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Fort Worth
Thursday, April 15, 2021

Council Wrapup: Food bank, Boys and Girls Clubs, service centers

FOOD BANK BUYS PROPERTY

The city council authorized the sale of some foreclosed property at 3021 Galvez Ave. to Community Food Bank Inc. for $4,419.

District 8 Councilwoman Kelly Allen Gray, in whose district the property lies, said it has been a vacant lot for many years and is now a future parking lot for food bank patrons. Community Food Bank is responsible for all related costs, including providing proof of payment of the post-judgment taxes.

BOYS AND GIRLS CLUBS

The city council approved a pair of contracts with the Boys and Girls Clubs of Greater Tarrant County Inc.. Both are part of the fiscal year 2019 funding.

The first was for $307,015 for the operation of a Safe Haven Youth Program at the Martin Branch, located at 3123 Avenue G.

Youth Safe Havens are places where children in targeted neighborhoods can play and learn without fear of being victims of a crime. The original Safe Haven Program was operated in southeast Fort Worth and was later expanded to other neighborhoods.

Effective Oct. 1, the Boys and Girls Clubs of Greater Fort Worth will merge with the Boys and Girls Clubs of Arlington. The new combined organization will be called the Boys and Girls Clubs of Greater Tarrant County Inc. It will provide a Youth Safe Haven Program for youngsters living within a five-mile radius of the Martin Branch.

“[It’s an] excellent program that provides young men and women with a positive alternative to being on the street and involved in activities that are detrimental to their future and the community,” said District 8 Councilwoman Kelly Allen Gray.

The program strives to offer character and leadership development, educational activities, cultural arts, health and life skills, and recreational opportunities. Program staff address any additional educational, social, psychological and physical needs that the youth may have.

The second contract was for up to $1.3 million for the continued operation of the Comin’ Up gang intervention program.

Comin’ Up was established in 1994 to reduce gang-related violence by diverting gang members into programs and services to help them avoid negative and destructive behaviors. It provides intervention services to gang-involved youth between ages 13 and 24.

The Boys and Girls Clubs of Greater Tarrant County Inc. operates Comin’ Up at six sites: Diamond Hill, Hillside, Near Southside (Panther), Northside, Poly and Stop Six. These sites serve about 680 youths nightly Monday through Friday.

Program staff provides information and referral services, works directly with gang leaders to assist with conflict resolution, and provides crisis intervention to diffuse potentially troubling or violent situations. This has helped staff develop truces between rival gangs.

Money for the project comes from the Crime Control and Prevention Fund ($1.1 million for continued operation) and the general fund ($208,350 for administrative costs).

CREEKWOOD SUBDIVISION PARK

The city council accepted the dedication of about 31 acres of parkland and facility improvements from Hillwood RLD LP and Creekwood Community Homeowners Association Inc. The land will go toward the creation of a new park in north Fort Worth.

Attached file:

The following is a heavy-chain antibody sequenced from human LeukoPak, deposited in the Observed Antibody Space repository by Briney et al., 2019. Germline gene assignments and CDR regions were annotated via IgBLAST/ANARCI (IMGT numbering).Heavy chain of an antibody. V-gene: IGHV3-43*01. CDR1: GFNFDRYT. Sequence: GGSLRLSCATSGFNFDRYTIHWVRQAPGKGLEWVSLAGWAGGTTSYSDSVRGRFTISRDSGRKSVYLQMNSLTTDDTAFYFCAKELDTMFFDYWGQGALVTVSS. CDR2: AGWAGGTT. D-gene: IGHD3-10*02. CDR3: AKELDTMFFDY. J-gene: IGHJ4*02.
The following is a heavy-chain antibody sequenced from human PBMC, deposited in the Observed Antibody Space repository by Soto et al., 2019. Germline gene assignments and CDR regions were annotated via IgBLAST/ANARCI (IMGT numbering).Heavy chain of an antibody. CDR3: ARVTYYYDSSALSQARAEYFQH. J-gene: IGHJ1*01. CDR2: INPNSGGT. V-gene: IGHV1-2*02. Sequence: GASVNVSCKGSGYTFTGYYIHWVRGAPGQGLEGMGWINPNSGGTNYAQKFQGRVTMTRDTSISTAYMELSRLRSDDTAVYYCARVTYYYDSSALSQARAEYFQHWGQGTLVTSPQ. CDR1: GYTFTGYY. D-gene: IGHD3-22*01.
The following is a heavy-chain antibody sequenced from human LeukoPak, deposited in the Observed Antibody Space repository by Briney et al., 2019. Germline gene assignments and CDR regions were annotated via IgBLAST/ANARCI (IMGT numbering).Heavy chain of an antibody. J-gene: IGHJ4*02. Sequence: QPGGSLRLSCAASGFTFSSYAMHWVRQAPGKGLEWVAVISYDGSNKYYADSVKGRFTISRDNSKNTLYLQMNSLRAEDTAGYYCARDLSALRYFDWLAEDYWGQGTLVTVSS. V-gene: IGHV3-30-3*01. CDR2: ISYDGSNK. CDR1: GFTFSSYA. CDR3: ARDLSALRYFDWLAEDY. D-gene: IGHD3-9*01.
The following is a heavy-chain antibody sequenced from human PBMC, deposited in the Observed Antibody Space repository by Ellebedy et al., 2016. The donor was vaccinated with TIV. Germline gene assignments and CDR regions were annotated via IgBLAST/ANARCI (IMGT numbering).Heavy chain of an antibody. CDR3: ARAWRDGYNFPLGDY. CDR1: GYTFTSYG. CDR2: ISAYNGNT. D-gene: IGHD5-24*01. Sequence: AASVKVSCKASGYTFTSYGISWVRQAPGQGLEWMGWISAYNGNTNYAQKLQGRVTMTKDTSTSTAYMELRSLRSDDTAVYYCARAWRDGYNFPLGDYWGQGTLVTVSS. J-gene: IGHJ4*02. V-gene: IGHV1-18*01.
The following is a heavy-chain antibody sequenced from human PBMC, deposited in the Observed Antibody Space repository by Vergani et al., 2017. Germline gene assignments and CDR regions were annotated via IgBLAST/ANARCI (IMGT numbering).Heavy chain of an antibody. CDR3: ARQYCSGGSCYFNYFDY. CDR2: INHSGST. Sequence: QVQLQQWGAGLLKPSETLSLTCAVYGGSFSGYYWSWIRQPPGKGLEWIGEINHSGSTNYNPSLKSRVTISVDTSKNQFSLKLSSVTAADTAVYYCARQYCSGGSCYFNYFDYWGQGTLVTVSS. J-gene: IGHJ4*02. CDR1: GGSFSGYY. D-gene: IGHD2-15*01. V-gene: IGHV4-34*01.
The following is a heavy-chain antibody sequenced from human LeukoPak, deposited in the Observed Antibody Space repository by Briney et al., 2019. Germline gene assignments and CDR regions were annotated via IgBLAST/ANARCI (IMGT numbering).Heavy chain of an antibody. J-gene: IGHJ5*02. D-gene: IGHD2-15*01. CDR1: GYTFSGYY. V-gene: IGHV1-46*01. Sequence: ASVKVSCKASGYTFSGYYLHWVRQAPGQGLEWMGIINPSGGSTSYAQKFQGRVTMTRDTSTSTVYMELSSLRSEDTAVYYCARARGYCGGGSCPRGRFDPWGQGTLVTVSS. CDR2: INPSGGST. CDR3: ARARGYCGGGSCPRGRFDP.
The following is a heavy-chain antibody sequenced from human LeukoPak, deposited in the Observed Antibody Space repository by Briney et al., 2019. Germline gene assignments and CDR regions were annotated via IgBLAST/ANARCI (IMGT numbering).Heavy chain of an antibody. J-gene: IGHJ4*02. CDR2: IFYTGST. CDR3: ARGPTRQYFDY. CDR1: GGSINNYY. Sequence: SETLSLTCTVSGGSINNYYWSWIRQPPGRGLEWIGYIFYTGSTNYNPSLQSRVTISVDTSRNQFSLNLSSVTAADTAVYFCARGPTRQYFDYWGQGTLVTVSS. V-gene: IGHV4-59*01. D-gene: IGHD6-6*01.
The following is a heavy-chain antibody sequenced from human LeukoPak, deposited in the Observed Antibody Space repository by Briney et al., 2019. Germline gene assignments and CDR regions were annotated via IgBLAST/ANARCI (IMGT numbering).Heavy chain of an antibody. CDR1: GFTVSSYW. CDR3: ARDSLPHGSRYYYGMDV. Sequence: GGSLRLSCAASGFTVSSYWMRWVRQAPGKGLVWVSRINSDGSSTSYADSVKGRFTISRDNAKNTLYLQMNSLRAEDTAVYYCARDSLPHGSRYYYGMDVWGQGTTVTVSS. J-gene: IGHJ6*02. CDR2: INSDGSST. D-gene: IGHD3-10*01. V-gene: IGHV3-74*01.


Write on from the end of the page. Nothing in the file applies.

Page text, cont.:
The land is a cumulative portion of the park dedication required for the Creekwood subdivision development project. Hillwood, the developer, worked with the city’s parks and recreation department to provide suitable parkland and improvements to serve this development.

Creekwood is located north of East Bailey Boswell Road, east of the BNSF Railway and west of North Blue Mound Road.

In addition to the land dedication, the developer constructed about 7,511 linear feet of trails, four benches, two trash receptacles and three pedestrian bridges/low-water crossings. The total cost of these was $282,381, exceeding the neighborhood park development fee requirement of $250,800.

“It will be a great area. Most of it is recreational and an active park with baseball and soccer fields,” Councilman Shingleton said. “There’s a definitive shortage of those.”

The total value of the land dedication is estimated at $307,060. The annual cost to maintain the parkland is $44,252. Funding for operations and maintenance will be included in the parks and recreation department’s base budget beginning in fiscal year 2020.

SERVICE CENTERS MERGED

The council authorized an architectural services agreement with Quorum Architects Inc. for $726,000 to provide design and construction administration services for Phase II of a new consolidated maintenance service center in southeast Fort Worth. It will be at the site of the existing Parks and Recreation South Service Center, 5199 James Ave.

The realignment of Crestline Road to improve Trail Drive required the relocation of the Crestline Service Center from the Cultural District to the James Avenue facility. This was Phase I of the project.

The existing maintenance facilities are in two-story buildings that were World War II military barracks. They were never intended to last 80 years, and have outlived their usefulness. The upper floors have been condemned.

Phase II will demolish these structures and provide new facilities to complete the relocation to the new consolidated facility.The overall cost will be $11.1 million.

Phase I has been designed and is at the start of construction. As part of the city’s 2018 bond program, Phase II’s design and construction was approved.

“This project results in a new facility with an updated building and better location,” District 9 Councilwoman Ann Zadeh said. “In addition to this relocation of the parks and recreation maintenance facility from Trinity Park, prompted by the construction of Trail Drive, we also benefit from the addition of eight acres of park land to Trinity Park.”

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